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Posts Tagged ‘2nd Sunday Ordinary Time’

2nd Sunday – Wedding at Cana – turning water into wine

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  1. This Sunday marks the beginning of ‘Ordinary’ Time. The season of Christmas has ended. Isaiah is among the group of Jewish exiles who return to Jerusalem (Zion). They see a city in ruins. Some wish to return to Babylon. Isaiah sees in hope and envisions a city shining beautifully ‘like a burning torch’. When some think ‘Foresaken’ Isaiah thinks ‘My delight’. When some see ‘desolate’ Isaiah sees ‘Married’. As you look at Yourself, the Church and the World, what do you ‘see’? How do you think God ‘sees’ You, the Church, the World? Do you need to move from self condemning thoughts to rejoicing thoughts? Imagine God wanting to dance and rejoice with you as if in a marriage dance. What are your feelings…..
  2. St Paul is concerned about people in the Corinthian community who consider only christians who have the gift of tongues have great spiritual powers. Self righteous people have hurt others in the community. St Paul wants to heal the community and remind people there are many gifts – (and he places tongues last!). What gifts have you noticed within you? In others? What area of need in the Church matches your passion, energy and ‘gifts’?
  3. Have you ever invited someone to do something and their response was ‘I’m not quite ready’. Its not the right time. Mary encourages her son Jesus into public ministry today – and does not get put off with his response! But Jesus reminds ‘this woman’ his ‘hour’ is something deeply personal and between him and the Father. Have you reached a point in life when your ‘hour’ is near? Is it time to commit to a public witness of your faith? To ministry. Single life. Marriage. Religious life. Priesthood? Will you listen to the Father? Have you had a ‘Mary’ person ask and invite you into service? What was your response?
  4. ‘They have no wine’ is a reflection on the water jars which were used for purification and ritual cleansing. The jars are symbolic for the Gospel of John. Striving to be clean and not ‘unclean’. Judaism was strict. It was hard work being in right relations with God. There were so many laws and rules to obey. There was no joy – no wine. In Jesus’ first ‘sign’, Judaism (Water) is replaced with Christianity (Wine) which is ultimately pointing to Christ’s blood poured out on the cross forgiving us – cleansing us. What is the difference between ‘water’ and ‘wine’? Is your spiritual journey like water or wine?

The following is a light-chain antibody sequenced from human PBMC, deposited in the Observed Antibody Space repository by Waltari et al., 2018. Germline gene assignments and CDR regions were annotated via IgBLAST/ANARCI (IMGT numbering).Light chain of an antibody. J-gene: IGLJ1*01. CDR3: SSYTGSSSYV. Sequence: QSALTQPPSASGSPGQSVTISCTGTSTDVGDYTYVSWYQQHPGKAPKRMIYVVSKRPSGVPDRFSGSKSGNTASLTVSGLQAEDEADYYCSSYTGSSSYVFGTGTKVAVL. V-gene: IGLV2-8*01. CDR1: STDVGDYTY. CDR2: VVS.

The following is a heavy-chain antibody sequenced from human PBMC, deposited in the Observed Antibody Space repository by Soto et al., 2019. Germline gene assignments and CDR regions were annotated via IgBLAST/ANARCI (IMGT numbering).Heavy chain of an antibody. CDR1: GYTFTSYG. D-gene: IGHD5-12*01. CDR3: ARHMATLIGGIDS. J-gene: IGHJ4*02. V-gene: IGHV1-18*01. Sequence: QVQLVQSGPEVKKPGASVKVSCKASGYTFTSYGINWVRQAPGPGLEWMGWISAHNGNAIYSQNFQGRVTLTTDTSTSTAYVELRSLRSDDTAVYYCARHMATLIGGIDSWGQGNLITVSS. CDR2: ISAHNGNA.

5. The Jewish people had a prophecy that when the Messiah came there would be an abundance of great wine. Jesus’ first public ‘sign’ in the Gospel of John is to enter a marriage ceremony and replace water with $15,000 of the best wine at the wedding. What do you think this reveals? For John, a ‘sign’ points to a deeper reality. Do you ‘believe’?
  6. What is one action that you will do to be ‘livingtheword’ this week?

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Reflection Questions

  1. Today marks the beginning of ‘ordinary’ time in the liturgy of the church. Symbolised by the color green, our ‘ordinary’ days and weeks are called to bring ‘life’ to the world. As your daily routines and patterns become established in the new year how are you encouraging life and growth to yourself, family, workplace? How could you be more ‘life-giving’?
  2. The Prophet Isaiah is living in the midst of the Jewish people in exile. He feels as if he was made into a polished arrow, concealed in a quiver for God to use (v2). Yet he is also sad that he has labored in vain, and all his energy has been spent (v3) with no results. God whispers into his ear: I have bigger plans for you. It is not enough for you to just live and speak among your family. ‘I will make you a light to the nations’! Have you ever felt tired by the experience of God ‘sharpening’ you into an arrow through your struggles? Have you adjusted your life to not simply ‘serving’ but ‘being a light’ for others?
  3. St Paul writes to the community in Corinth. He had stayed in this community for 18 months and then moved on. The community experienced struggles and difficulties when he went. Corinth was known as an ancient city with a reputation for depravity and drunkenness. So bad was its reputation it even earned the phrase in Greek ‘to live like a Corinthian’! St Paul spent 18 months here and it became one of the most vibrant Christian communities. Paul urges the community to continue to live up to their calling ‘to be holy’. What does the challenge to holiness look and feel like in your life at the moment?
  4.  John the Baptist gives Jesus one of the earliest and most important titles which we still use today: the Lamb of God. A lamb in the Old Testament was sacrificed in the temple and became an offering which received forgiveness of sins by God. Jesus replaced the ‘lambs’ that were sacrificed at each Jewish Passover. On the cross Jesus becomes ‘the sacrifice that takes away the sin of the world’. Have you allowed the great event of the Cross to become personal for you? Imagine an event happens that ‘takes away all your sins’. What would your response be?
  5. John witnessed that he had seen the spirit come down and remain on Jesus. Who do you recognise as someone ‘spirit filled’ and alive with the presence of God? What do you admire or feel attracted toward by their life? How does their life ‘prepare’ the way for you to draw closer to God?
  6. What is one action that you will do to be ‘livingtheword’ this week?